New Zealand’s Ministry of Foreign Affairs and Trade (MFAT) approved export permits for military equipment that was sent to the United Arab Emirates (UAE), a key partner in Saudi Arabia’s military intervention in Yemen, in 2018 and 2019.
Experts say the information heightens concerns that New Zealand may have contributed to war crimes in Yemen following revelations last month that similar exports were approved for Saudi Arabia. It comes as MFAT reviews its export controls regime to ensure it’s fit for purpose.
Since 2015, at least 100,000 people have died in Yemen’s civil war, which has also displaced millions and pushed the country to the brink of famine. In February, a UN expert group urged states “who continue to supply arms to review their positions in line with the requirements of international law”.
Despite its ongoing review, MFAT has staunchly defended the approval of export permits for weapons sent to Saudi Arabia and the UAE. The two countries have carried out extensive and, according to the UN, indiscriminate bombing of areas in Yemen controlled by Houthi rebel forces.
Documents obtained by RNZ under the Official Information Act detail a 2018 permit granted for weapons suppressors that went to the UAE Land Forces, and 2018 and 2019 shipments of artillery control systems that the Land Forces intended to use for training students in their “School of Artillery”.
The exporters identities, and the quantity and value of the equipment have been kept secret by MFAT.
“In both cases it was assessed that they would not be used in Yemen and the applications were approved,” An MFAT spokesperson said.
“MFAT carefully assesses all applications against the New Zealand Export Controls regime framework of criteria, which includes specific consideration as to whether any equipment could be used to contribute to human rights abuses, as well as any reputational risks by association with entities or countries.”
A similar explanation was issued in relation to three export permits granted for equipment sent to Saudi Arabia’s military in 2016 and 2018. Ten days after RNZ reported the exports, MFAT’s deputy chief executive policy Ben King said mortar targeting systems sent to the Saudi Navy did not pose a risk to civilians.
“We’ve got no evidence whatsoever that that sort of equipment would be used anywhere near civilians,” he told a parliamentary select committee.
However, reports from human rights groups, and interviews with security experts and a former MFAT official appear to conflict with King’s claims.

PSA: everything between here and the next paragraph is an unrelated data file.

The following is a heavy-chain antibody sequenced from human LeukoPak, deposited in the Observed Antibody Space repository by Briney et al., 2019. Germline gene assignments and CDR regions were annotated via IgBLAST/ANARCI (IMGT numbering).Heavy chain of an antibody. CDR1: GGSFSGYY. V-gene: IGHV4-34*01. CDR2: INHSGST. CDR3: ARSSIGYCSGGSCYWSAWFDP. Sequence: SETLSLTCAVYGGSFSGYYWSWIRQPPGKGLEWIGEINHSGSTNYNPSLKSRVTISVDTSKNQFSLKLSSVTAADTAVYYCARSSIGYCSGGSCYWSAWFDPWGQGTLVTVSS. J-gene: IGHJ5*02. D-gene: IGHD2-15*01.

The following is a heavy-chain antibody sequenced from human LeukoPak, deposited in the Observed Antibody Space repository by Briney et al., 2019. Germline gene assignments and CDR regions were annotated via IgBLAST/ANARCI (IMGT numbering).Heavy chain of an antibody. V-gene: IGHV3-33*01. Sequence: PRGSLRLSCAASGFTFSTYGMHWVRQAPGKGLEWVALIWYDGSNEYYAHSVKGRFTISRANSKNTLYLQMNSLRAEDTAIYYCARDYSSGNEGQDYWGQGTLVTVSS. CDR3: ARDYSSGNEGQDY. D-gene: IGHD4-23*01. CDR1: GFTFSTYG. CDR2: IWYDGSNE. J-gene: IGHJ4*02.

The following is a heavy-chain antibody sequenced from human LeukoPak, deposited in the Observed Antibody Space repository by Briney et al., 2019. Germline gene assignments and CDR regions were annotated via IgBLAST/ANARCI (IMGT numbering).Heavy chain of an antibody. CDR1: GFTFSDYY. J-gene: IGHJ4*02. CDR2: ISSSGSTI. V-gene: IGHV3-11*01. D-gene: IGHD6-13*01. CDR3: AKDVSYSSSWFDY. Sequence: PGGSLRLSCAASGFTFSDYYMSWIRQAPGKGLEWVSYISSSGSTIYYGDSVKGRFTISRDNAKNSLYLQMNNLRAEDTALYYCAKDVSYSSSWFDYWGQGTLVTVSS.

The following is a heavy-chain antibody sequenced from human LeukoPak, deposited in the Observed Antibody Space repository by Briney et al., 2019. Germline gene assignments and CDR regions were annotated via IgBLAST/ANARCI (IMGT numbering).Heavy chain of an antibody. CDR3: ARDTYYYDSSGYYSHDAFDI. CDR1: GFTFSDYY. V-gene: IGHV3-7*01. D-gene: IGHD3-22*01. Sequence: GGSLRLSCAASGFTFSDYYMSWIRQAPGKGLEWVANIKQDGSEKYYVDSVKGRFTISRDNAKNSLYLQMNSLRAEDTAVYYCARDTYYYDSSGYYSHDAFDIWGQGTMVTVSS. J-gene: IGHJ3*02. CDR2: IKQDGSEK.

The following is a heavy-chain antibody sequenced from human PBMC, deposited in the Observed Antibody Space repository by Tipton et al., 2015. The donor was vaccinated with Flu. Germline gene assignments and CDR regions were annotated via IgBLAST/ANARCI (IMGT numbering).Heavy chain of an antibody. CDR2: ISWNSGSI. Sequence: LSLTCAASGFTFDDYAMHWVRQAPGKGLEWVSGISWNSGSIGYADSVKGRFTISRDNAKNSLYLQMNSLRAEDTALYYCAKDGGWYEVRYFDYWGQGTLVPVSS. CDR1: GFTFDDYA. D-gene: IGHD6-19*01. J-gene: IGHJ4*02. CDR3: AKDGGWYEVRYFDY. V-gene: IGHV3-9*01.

Waikato University law professor Al Gillespie said New Zealand’s obligations under the Arms Trade Treaty did not distinguish between military factions, but rather on whether a state was committing human rights abuses.
“If we’ve got concerns that there may be serious violations of the laws of war, and we have legitimate concerns in this area, we should be just saying no trade full stop.”
Gillespie added that Saudi and UAE forces outside of their Air Forces had also been involved in potential human rights abuses.
This is consistent with a 2019 UN report that identified not just airstrikes but “indiscriminate shelling” as contributing to possible war crimes in Yemen.
A separate 2019 report from Amnesty International found that the UAE had bought advanced weaponry, including mortar systems, from Western countries that it had then supplied to anti-Houthi rebel forces who were responsible for civilian casualties.
In January, the United States and Italy halted arms exports to Saudi Arabia and the UAE.
The former MFAT official, who had direct knowledge of the export controls regime in the early-to-mid-2000s but was not authorised to speak on the record, told RNZ that it was impossible for New Zealand to know where the military exports to Saudi Arabia and the UAE would end up, and how they would be used.
They described MFAT’s justification of exports to Saudi and the UAE as “bullshit”.
“Will New Zealand really be absolved of any wrongdoing by having sent military goods to one part of Saudi Arabia’s armed forces that it did not believe to be involved in war crimes?”
In a statement, Foreign Minister Nanaia Mahuta said MFAT “has a strict regime in place when assessing whether to grant permits for export-controlled goods. In 2020 this was further tightened by extending the catch-all controls under the Customs and Excise Act”.